think it is unfair that the kind of skip out our age group. Newsround


goes up to 12 years old and then... It is more celebrity or sports which


might not appeal to our age. Then suddenly it goes to more serious


content. There is a big space for our age. Unless they check online,


they don't have something that they can watch.


This idea that you should go online, there are different applications, is


that the answer? That is a great way for people like


me to access the news. But it would be nice if there were TV news shows


specifically for teenagers. I agree that it kind of skips our age gap


aged over 12. You offer a lot of platforms, but


actually people want a bulletin aimed at them. They are neglected.


You're not the first people to see this. It is interesting. We have


been thinking hard about this. I think there is a gap between the


Newsround audience and the main news audience. And then there is BBC


Three. There is also news be, a radio service. We know that not all


young people listen to the radio. We're looking at ways to take more


of the Newspeak journalism, of which you are the target audience, and


make it available not just on radio, but in video, on digital platforms.


I think that we will be able to do that in the next few months. We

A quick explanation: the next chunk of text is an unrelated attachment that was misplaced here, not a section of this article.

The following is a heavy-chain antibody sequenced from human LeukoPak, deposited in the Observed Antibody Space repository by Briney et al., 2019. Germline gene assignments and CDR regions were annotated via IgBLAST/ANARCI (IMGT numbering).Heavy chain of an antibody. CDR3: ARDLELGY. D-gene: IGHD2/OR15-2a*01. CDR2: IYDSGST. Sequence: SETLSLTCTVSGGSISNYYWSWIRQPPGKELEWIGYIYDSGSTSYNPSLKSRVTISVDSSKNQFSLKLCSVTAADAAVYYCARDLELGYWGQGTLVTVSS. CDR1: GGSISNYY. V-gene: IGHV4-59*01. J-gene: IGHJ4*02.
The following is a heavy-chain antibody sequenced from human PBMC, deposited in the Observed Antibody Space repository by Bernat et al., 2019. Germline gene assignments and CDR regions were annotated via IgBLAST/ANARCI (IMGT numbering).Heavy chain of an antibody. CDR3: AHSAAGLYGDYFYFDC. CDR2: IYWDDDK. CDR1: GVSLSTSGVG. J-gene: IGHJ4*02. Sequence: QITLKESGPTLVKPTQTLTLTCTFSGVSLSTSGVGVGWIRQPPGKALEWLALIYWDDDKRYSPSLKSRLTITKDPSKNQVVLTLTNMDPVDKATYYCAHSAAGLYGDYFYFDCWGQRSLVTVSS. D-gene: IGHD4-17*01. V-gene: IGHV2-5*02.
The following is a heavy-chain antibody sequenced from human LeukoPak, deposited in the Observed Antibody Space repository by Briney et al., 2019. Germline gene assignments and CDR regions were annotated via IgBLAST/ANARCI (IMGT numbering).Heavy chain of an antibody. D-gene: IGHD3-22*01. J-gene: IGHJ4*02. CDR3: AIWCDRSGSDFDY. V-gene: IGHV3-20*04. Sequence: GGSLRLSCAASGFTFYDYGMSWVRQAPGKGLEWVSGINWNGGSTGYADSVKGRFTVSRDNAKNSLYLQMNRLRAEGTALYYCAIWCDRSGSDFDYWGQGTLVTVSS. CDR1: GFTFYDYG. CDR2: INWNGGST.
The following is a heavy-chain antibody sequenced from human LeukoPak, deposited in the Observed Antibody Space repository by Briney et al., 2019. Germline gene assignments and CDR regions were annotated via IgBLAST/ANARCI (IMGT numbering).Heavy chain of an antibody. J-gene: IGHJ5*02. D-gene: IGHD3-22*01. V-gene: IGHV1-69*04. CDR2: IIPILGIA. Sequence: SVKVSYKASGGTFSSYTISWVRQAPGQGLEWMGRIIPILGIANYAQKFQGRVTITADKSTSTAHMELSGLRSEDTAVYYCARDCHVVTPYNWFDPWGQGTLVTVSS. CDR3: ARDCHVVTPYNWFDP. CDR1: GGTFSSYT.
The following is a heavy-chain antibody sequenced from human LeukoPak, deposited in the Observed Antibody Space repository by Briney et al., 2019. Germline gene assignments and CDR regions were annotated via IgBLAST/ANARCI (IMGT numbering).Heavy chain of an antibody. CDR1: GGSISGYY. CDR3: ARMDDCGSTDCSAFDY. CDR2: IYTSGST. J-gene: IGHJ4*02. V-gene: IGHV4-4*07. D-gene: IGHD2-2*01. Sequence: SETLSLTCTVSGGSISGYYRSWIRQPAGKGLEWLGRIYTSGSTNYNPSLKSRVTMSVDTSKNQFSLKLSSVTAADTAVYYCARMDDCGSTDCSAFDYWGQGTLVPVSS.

should have something exciting. We're also doing something with


putting new stories onto social platforms like Facebook and


YouTube. We always leave you to tell us we're due are going in which


platforms you spent time on. Thank you very much.


And you can see stories from the students of Richmond Park Academy


and other young reporters from around the UK on the BBC School


Report website: bbc.co.uk/schoolreport.


Just time before we go for a couple of your comments on this week's news


coverage, which has featured prominently the ongoing and tragic


saga of the missing Malaysian airliner. On Monday, the airline


said their assumption was that the plane was lost, with no survivors,


and news bulletins showed the reaction of relatives of those on


board. Gillian Hugh`Jones was: "Appalled and incredulous that you


keep showing video of the anguished and devastated families and friends


of the passengers. You could have given them the dignity of privacy at


this time." And on Wednesday there was news of


the "conscious uncoupling" of celebrity couple Gwyneth Paltrow and


Chris Martin, if "news" is the word, which ` according to Gill Brooks `


it isn't. "Is this really so important to the


British public?" She asked. "It certainly isn't to me. This is


frivolous showbiz gossip. If every marriage break`up was reported on


the news, there would be no room for anything else."


Thanks for all your comments this week. You can share your opinions on


BBC news and current affairs by ringing 0370 010 6676 or e`mailing


[email protected] We're on Twitter and do have a look at our website,


bbc.co.uk/newswatch. That's all from us. Join us again


next week. Goodbye. Thunderstorms have kept going this


evening across parts of the Midlands and stretching into other areas.


Some hail being reported.